Two people stay dry under an umbrella while crossing Main Street at San Joaquin Street in downtown Stockton (Camera: Nikon D300. Lens: Nikkor 17-55mm @ 17mm. Exposure: 1/250th sec. @ f/4. ISO: 400).
There’s an old adage in photography: “f/8 and be there.” It’s sort of the photographic equivalent of the Boy Scout motto: “Be prepared.” The f/8 refers to an aperture opening and metaphorically being technically ready for the shot. The “be there” part means that you have to show up for the photo. There are some jobs that can be done over the phone or via computer, but in photography, there’s no substitute for being there.
A Stockton firefighter uses a chainsaw in an attempt to clear the street of a tree that fell across and blocked Gettysburg Place near Swain Road in Stockton (Camera: Nikon D300. Lens: Nikkor 17-55mm @ 17mm. Exposure: 1/160th sec. @ f/2.8. ISO: 500).
With a few exceptions, the rule for getting a rain picture is that you can’t get a decent shot without getting wet. For the most part, this is true with nearly all weather-related photos. You have to get out in it to get a good picture. This isn’t to say that I wouldn’t rather be snuggled up next to a roaring fireplace on a stormy day or that I wouldn’t rather shoot on a sunny day, but when it comes to getting a rain shot, one has to get wet.
Shanice Jordan of Stockton tires to keep dry under her umbrella while waiting for a bus on Pacific Avenue near Yokuts Avenue in Stockton (Camera: Nikon D300. Lens: Nikkor 17-55mm @ 19mm. Exposure: 1/250th sec. @ f/7.1 w/ fill-flash. ISO: 400).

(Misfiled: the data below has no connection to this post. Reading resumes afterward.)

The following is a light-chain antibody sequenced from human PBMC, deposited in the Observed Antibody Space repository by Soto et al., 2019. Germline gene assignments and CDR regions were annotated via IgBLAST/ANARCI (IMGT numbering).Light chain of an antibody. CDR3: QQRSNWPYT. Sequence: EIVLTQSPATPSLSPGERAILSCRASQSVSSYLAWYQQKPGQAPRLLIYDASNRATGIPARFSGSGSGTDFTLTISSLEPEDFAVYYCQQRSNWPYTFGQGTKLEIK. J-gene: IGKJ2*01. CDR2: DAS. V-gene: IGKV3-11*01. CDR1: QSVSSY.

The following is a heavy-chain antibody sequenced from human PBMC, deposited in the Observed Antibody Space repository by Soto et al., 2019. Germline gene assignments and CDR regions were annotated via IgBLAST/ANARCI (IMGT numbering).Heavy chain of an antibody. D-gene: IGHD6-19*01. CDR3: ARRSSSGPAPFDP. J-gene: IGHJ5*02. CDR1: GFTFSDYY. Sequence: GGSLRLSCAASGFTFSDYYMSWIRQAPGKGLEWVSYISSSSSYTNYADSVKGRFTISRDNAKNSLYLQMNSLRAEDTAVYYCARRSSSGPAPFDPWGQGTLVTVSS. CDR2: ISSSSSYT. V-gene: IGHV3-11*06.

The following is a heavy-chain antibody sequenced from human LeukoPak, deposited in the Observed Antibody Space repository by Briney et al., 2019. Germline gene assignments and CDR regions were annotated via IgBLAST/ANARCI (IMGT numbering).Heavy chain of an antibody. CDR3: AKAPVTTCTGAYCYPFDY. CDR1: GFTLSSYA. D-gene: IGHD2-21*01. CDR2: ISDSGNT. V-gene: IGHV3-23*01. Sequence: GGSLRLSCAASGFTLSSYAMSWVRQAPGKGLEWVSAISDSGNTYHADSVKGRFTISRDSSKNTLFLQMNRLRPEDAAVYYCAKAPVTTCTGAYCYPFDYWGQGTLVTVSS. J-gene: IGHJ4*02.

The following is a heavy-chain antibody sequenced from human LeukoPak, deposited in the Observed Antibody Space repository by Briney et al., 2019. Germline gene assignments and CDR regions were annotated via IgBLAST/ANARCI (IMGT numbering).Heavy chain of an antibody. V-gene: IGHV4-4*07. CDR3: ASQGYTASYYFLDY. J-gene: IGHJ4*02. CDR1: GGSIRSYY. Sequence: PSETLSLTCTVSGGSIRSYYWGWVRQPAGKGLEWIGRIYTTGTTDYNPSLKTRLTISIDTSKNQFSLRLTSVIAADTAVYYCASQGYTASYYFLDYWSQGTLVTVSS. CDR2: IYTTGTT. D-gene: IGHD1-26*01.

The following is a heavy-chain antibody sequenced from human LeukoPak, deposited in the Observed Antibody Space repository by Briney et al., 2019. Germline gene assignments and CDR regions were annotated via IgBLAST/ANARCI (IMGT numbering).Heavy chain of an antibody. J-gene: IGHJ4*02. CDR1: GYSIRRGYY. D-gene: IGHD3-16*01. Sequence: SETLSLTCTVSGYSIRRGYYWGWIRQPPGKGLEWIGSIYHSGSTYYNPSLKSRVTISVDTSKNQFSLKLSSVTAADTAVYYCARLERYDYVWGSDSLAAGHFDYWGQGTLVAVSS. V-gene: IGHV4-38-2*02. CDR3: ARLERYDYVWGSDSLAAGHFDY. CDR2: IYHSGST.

I usually venture out with a sturdy rain coat (I got a new one for Christmas) and kind of a dorky looking rain hat with a wide brim. It’s a bit geeky but it keeps me pretty dry. There are some products that are designed to keep cameras and lenses dry, but I have found they’re a bit cumbersome, so I’m usually resigned to the fact that my equipment is going to get wet. I try to keep my camera in my bag or under my coat until it’s needed. In general digital cameras tend to be better sealed than their film counterparts simply because there are fewer places for water to seep in.
A raindrop clings to tree branches at Louis Park in Stockton (Camera: Nikon D300. Lens: Nikkor 17-55mm @ 55mm. Exposure: 1/250th sec. @ f/5.6. ISO: 200).
The rain in combination with strong winds, as we’ve recently experienced, are the worst conditions. During these last storms, I’ve had rain be blown straight into my ear beneath the brim of my had. It was like an ice cold wet willy.
University of the Pacific groundskeeper Stan Wallace braves the rain to prune Bradford pear trees on the UOP campus in Stockton (Camera: Nikon D300. Lens: Nikkor 17-55mm @ 26mm. Exposure: 1/250th sec. @ f/5.6. ISO: 200).
The hardest part is trying to find someone out and about during the rain. Most people, unlike me, tend to stay indoors under such conditions, venturing out only when they absolutely have to. Still, there are a few people who can be found, maybe someone catching a bus or maybe a person whose job is to be outside, but it’s just a lot harder than on a sunny day.
Weather is something that affects people on a daily basis, so it’s a staple of the news business. So whether it’s a a bright, sunny day or dark, stormy night, it’s always f/8 and be there.